When it comes to companies and your personal information, If your concerned about what they might do with it, you should definitely read the fine print. Companies that are giving things away just because you sign up for them should be your first hint that your data is being sold. Nothing is free in this world. Google is probably the first company you think of when it comes to this kind of work. If you lightly look around you’ll see them demonized for collecting your personal information. What if I told you that Google were actually the good guys as far as data collection is concerned? You might think of Google as the San Francisco 49ers (the actual guys from the 1940’s, not the football team). When it came to personal data being collected, they dug in quick, deep and huge waves, but instead of taking this information and selling it as other companies do today, they took this information and went to potential clients and said things like we have information on twenty thousand unique users who would be a great target for your ad. Would you like to pay to use our ad service? This made sure only the company you gave the information to (you know because they gave you free gmail and access to that mail) kept that information safe while they still made money off of it. Yes they made money off of it, but really, did you think they were hosting all of those mail servers out of the goodness of their hearts?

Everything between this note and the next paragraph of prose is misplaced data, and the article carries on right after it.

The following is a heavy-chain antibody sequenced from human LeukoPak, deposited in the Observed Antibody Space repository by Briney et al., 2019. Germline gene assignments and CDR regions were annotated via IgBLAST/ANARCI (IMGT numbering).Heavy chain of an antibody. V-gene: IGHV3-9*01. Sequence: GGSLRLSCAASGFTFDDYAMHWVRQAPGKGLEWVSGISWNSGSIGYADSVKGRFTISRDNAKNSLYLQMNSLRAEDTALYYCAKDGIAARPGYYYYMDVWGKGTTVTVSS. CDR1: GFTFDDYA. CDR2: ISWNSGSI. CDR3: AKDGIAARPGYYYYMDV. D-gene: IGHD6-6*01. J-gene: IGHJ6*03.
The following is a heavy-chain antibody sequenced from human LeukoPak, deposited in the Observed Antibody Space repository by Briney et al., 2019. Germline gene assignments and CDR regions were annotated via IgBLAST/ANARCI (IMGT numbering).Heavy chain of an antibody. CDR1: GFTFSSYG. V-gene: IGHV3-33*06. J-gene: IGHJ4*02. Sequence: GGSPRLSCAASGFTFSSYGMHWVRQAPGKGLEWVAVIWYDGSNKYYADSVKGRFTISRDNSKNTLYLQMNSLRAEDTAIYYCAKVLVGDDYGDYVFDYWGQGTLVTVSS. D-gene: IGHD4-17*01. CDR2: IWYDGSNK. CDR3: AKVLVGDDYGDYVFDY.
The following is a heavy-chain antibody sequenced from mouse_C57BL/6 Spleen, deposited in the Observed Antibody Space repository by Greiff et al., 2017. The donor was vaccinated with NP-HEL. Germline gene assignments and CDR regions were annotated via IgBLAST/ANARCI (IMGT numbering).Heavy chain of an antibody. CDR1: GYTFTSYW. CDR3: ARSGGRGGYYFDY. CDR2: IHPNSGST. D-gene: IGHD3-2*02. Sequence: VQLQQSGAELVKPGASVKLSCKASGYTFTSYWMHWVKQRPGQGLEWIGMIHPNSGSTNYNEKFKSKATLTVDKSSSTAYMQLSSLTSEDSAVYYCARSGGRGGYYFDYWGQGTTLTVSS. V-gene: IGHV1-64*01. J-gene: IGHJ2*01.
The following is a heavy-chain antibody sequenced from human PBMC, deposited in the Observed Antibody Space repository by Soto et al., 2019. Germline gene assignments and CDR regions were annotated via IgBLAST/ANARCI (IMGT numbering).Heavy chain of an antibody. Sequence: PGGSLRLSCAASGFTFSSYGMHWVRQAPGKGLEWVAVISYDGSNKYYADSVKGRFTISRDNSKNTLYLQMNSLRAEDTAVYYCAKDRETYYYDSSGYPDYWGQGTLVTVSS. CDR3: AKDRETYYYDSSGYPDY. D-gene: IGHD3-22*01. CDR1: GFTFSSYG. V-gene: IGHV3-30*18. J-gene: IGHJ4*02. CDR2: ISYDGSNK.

There are other companies who collect your data and sell it to other companies. Surprisingly, these companies are called Data Brokers. The greatest thing about these companies are how much affect hey can have on your life. Thee of the top 10 Data Brokers are Equifax, Experian and TransUnion. These names sound familiar? They should. These three companies are essentially what makes up your FICO credit score. Two more names that might come as a surprise to you are ValPak (these are the people who stuff the envelope full of coupons and mail them to you) and Readers Digest (yep, theres actually occasions where you pay someone to sell your data).
Fortunately there are people who think that this is plain wrong and are willing to help you out. The site StopDataMining.me has a page ( http://www.stopdatamining.me/opt-out-list/) for helping you to opt out of what are considered the top 50 companies that collect and/or sell your information.
Unfortunately there seems to be not enough people who know (or care?) that this is going on to push hard enough for the required changes to be made. This post is my mild attempt to educate the masses. I don’t expect it to go far, but I feel I have done my part.
Sometime Friday I lost my wallet. Most people would be in a fit over this, but because I have consistently lost my wallet since I changed to this new form factor, It didn’t really bother me. I figured it had just fallen out of my pants and got kicked under the bed or something. I didn’t really notice that it was missing until I went to pay for something Saturday. No big deal. Its at home, nothing to worry about. I get home Saturday night and look. I can not find it. I start to stress a little over this but I had just put my daughter and niece to sleep in my bed so I didn’t make a huge effort to search the room. I figure I’ll check tomorrow when the girls are up and it will be there and this is no big deal. Sunday morning rolls around and the girls are up and playing and I am tearing apart my bedroom trying to find my wallet with no luck. Eventually Sunday night my wife ends up finding it under the couch. All is good.